Monday 14 May 2012

The Unbearable Lightness of Being - Milan Kundera

The Unbearable Lightness of Being is what I might have looked like if I was a book. It encompasses fully the storm of thoughts about live, existence, love, and purpose that constantly leaves me sleepless during the night. While reading, I felt that these were the thoughts I was trying to convene to people but I was never able to formulate properly. The Unbearable Lightness of Being was more than words for me; it was a feeling of belonging to something; a feeling that finally I understand why, how, and what. I read it twice - first on a Caribbean cruise, where I felt I wasn't in a philosophical mood to appreciate it. Second time, I bore the benefits of re-reading a novel and I reassessed my own beliefs, feelings, and attitude.

It took 4 chance happenings for The Unbearable Lightness of Being by Milan Kundera to come into my hands. I happened to have to do numerical tests for a job interview. I happened to go to my friend's house so that she can help me out. I happened not to have any book to read at the moment and she randomly gave me Kundera's novel. She happened not to be able to finish it as it was too philosophical for her so I took that as a challenge.

It took 6 chance happenings for Tereza to come into Tomas's life and to stay there indefinitely.Tomas is a surgeon living in Prague just before the famous Spring Uprising of 1968. An incorrigible womanizer, he cannot resist his infatuation with sexual flings. Kundera explains:

What is unique about the "I" hides itself exactly in what is unimaginable about a person. All we are able to imagine is what makes everyone like everyone else, what people have in common. The individual "I" is what differs from the common stock, that is, what cannot be guessed at or calculated, what must be unveiled, uncovered, conquered.

In that sense, he is infatuated with the unique in a woman and his conquest satisfy his search for that one thing that differentiates one from another. Until Tereza is brought to him by chance. She appears on his door with her luggage after they have only met once. Particularly important about Tereza is her desire to separate her soul from her body. During her childhood her mother constantly embarrassed her trying to show that Tereza's body was like anyone else's and she shouldn't be ashamed of it. Tereza, on the other hand, has been trying to identify through her soul; she was looking at her body trying to prove there is something more to it; that Tereza would still be Tereza even her body is completely different.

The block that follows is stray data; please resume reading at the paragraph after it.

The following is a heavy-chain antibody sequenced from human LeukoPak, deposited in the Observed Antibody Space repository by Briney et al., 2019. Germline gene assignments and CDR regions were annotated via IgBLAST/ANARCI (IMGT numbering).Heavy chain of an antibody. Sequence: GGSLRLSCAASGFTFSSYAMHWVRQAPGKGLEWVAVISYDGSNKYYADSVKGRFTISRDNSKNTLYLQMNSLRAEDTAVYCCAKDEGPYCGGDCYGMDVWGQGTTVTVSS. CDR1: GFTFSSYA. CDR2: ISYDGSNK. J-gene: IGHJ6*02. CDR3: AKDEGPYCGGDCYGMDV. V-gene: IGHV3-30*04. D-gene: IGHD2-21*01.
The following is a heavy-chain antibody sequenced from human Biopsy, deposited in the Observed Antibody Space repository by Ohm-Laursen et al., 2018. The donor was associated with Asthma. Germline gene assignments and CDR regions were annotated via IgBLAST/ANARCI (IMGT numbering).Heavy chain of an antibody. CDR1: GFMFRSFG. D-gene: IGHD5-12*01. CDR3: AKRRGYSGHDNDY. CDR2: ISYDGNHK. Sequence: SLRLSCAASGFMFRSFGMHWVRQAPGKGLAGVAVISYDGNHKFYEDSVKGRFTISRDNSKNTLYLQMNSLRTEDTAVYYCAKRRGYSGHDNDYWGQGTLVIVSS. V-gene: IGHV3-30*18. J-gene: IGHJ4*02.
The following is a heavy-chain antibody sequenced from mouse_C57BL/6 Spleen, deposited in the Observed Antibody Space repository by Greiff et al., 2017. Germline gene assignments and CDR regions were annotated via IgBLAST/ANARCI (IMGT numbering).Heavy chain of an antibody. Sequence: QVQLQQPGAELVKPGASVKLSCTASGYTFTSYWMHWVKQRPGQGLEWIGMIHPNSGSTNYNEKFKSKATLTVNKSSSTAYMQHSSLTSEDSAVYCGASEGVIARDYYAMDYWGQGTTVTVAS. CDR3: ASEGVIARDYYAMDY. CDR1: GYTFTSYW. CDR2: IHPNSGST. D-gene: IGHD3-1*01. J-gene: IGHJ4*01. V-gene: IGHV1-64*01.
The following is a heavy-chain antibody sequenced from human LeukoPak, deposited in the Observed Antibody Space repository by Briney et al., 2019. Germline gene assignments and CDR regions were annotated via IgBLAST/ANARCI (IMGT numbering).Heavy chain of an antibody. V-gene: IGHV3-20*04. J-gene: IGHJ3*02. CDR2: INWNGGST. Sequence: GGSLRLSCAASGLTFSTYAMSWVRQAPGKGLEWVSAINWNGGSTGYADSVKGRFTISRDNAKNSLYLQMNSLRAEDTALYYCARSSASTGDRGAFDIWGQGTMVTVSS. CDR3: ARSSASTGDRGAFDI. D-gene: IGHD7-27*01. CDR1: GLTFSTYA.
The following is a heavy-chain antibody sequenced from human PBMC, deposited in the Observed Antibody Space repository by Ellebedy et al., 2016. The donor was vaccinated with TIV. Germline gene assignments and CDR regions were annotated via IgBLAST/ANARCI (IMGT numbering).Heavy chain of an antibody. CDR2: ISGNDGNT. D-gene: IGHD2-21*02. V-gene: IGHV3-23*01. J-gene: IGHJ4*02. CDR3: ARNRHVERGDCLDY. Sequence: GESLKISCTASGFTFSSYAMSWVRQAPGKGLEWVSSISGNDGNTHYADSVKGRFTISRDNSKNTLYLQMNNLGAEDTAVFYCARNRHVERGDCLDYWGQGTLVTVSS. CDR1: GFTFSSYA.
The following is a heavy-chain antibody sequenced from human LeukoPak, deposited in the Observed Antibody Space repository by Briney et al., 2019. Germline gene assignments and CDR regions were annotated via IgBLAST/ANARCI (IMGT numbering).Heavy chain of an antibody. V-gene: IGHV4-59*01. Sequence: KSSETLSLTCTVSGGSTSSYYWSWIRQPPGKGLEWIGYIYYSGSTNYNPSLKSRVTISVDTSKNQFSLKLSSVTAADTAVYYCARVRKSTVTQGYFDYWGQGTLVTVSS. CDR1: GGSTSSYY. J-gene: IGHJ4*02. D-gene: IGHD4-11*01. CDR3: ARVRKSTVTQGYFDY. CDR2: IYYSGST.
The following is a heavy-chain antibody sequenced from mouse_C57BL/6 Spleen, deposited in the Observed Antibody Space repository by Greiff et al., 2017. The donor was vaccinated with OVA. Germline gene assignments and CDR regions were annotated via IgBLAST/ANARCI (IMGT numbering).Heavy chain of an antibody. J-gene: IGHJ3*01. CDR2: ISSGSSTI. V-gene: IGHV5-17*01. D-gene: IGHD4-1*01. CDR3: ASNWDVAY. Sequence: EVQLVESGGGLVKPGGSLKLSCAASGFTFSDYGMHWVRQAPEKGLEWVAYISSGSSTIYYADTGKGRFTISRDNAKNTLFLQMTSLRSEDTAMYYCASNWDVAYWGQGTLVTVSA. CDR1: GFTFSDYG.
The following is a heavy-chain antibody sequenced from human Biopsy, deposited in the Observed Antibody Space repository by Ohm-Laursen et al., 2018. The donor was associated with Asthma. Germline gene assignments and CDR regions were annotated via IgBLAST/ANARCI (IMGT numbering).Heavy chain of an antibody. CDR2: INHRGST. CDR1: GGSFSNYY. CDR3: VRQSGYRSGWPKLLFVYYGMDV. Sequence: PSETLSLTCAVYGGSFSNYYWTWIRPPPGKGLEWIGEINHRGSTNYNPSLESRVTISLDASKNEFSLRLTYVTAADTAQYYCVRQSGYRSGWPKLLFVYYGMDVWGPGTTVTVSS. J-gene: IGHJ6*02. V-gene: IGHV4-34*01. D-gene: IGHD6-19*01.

In Tereza's eyes, books were the emblems of a secret brotherhood. For she had but a single weapon against the world of crudity surrounding her: the books she took out of the municipal library, and above all, the novels. She had read any number of them from Fielding to Thomas Mann. They not only offered the possibility of an imaginary escape from a life she found unsatisfying; they also had a meaning for her as physical objects. She loved to walk down the street with a book under her arm. It had the same significance for her as an elegant cane for the dandy a century ago. It differentiated her from others.

At that particular moment I stopped to breath. I felt someone was speaking through my voice and reciprocating my thoughts on the white paper in front of me. I have been thinking about my infatuation with books but I never could actually formulate it. Tereza quite actually resembles me. Realizing she is weak, she leans on Tomas, who is the only one to whom she can finally unveil her soul and separate it from her body.

"Pick me up" - is the message of a person who keeps falling.

"Pick me up" is what Tereza keeps telling Tomas. And he always does. He holds her hands until they stop trembling from her latest nightmare. He moves from Prague to Zurich back to Prague and then to the countryside to make her happy. Despite his infidelities, Tomas loves and needs to protect Tereza. Most importantly, he feels a strong sense of compassion for her:

For there is nothing heavier than compassion. Not even one's own pain weighs so heavy as the pain one feels with someone for someone, a pain intensified by the imagination and prolonged by a hundred echoes.

The other women satisfy his urge for conquest; Tereza, on the other hand, has occupied his soul and heart and no other woman is admitted any more there.

The novel takes place during the famous Spring Uprising in Prague in 1968 and the subsequent Russian invasion. The situation under communist rule is unbearable - people have no right to speak, think, or act against the regime. Many of the intellectuals lose their job (including Tomas). The artists are forbidden to express anything beside the crude, real image of Communism. Amongst them is Sabina, one of Tomas's closest lovers. She is an artist fascinated with aspects of incomparable images in which the interface of the images betray one another. In her own life she is the eternal betrayer, not unlike the tensions in her own paintings. She has betrayed her parents, her home, her relationship with Tomas and her subsequent lover Franz. For her betrayal is a search for boundaries. She keeps betraying everyone and everything hoping to reach a time and place, which she wouldn't want to betray.